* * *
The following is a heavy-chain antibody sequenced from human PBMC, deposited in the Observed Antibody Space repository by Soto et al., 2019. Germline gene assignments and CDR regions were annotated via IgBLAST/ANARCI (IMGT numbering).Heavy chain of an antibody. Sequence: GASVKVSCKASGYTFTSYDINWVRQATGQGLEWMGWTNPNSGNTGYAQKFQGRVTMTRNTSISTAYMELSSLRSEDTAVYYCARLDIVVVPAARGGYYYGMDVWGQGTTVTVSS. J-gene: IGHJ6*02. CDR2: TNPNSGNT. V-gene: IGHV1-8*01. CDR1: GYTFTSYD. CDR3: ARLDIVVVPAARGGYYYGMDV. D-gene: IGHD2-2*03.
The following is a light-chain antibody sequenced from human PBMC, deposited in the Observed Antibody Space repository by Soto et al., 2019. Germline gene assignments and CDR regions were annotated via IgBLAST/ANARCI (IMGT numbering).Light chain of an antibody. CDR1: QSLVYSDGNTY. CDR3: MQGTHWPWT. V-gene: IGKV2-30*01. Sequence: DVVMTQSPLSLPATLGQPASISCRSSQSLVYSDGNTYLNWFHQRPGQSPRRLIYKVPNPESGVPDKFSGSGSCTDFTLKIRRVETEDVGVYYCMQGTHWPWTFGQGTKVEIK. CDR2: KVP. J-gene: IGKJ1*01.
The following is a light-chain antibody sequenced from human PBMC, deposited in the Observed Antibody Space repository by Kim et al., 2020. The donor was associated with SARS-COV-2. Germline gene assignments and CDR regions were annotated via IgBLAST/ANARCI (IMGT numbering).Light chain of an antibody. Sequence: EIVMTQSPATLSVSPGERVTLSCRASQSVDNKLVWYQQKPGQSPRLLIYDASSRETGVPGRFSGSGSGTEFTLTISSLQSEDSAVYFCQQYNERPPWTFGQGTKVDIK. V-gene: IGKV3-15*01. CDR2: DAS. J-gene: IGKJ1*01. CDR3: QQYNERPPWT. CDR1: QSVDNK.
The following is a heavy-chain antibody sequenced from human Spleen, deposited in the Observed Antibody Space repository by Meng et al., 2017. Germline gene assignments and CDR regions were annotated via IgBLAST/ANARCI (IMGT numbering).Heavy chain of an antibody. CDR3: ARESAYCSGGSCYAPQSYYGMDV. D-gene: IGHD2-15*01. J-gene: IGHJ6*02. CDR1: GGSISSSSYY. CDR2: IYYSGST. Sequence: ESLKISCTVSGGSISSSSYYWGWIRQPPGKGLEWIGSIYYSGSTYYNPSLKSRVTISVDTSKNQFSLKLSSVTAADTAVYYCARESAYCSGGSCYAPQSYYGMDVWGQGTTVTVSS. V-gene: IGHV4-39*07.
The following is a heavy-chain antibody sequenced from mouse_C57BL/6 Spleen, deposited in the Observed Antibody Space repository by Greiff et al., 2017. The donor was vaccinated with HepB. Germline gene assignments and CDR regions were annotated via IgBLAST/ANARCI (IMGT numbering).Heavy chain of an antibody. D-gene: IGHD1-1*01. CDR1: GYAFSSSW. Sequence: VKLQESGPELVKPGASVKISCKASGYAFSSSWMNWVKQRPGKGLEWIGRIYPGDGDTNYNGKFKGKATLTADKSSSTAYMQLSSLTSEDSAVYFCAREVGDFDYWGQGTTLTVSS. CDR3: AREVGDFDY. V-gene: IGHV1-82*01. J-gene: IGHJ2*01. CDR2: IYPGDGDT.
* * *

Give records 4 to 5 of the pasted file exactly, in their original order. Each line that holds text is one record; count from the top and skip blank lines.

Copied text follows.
The following is a heavy-chain antibody sequenced from human Spleen, deposited in the Observed Antibody Space repository by Meng et al., 2017. Germline gene assignments and CDR regions were annotated via IgBLAST/ANARCI (IMGT numbering).Heavy chain of an antibody. CDR3: ARESAYCSGGSCYAPQSYYGMDV. D-gene: IGHD2-15*01. J-gene: IGHJ6*02. CDR1: GGSISSSSYY. CDR2: IYYSGST. Sequence: ESLKISCTVSGGSISSSSYYWGWIRQPPGKGLEWIGSIYYSGSTYYNPSLKSRVTISVDTSKNQFSLKLSSVTAADTAVYYCARESAYCSGGSCYAPQSYYGMDVWGQGTTVTVSS. V-gene: IGHV4-39*07.
The following is a heavy-chain antibody sequenced from mouse_C57BL/6 Spleen, deposited in the Observed Antibody Space repository by Greiff et al., 2017. The donor was vaccinated with HepB. Germline gene assignments and CDR regions were annotated via IgBLAST/ANARCI (IMGT numbering).Heavy chain of an antibody. D-gene: IGHD1-1*01. CDR1: GYAFSSSW. Sequence: VKLQESGPELVKPGASVKISCKASGYAFSSSWMNWVKQRPGKGLEWIGRIYPGDGDTNYNGKFKGKATLTADKSSSTAYMQLSSLTSEDSAVYFCAREVGDFDYWGQGTTLTVSS. CDR3: AREVGDFDY. V-gene: IGHV1-82*01. J-gene: IGHJ2*01. CDR2: IYPGDGDT.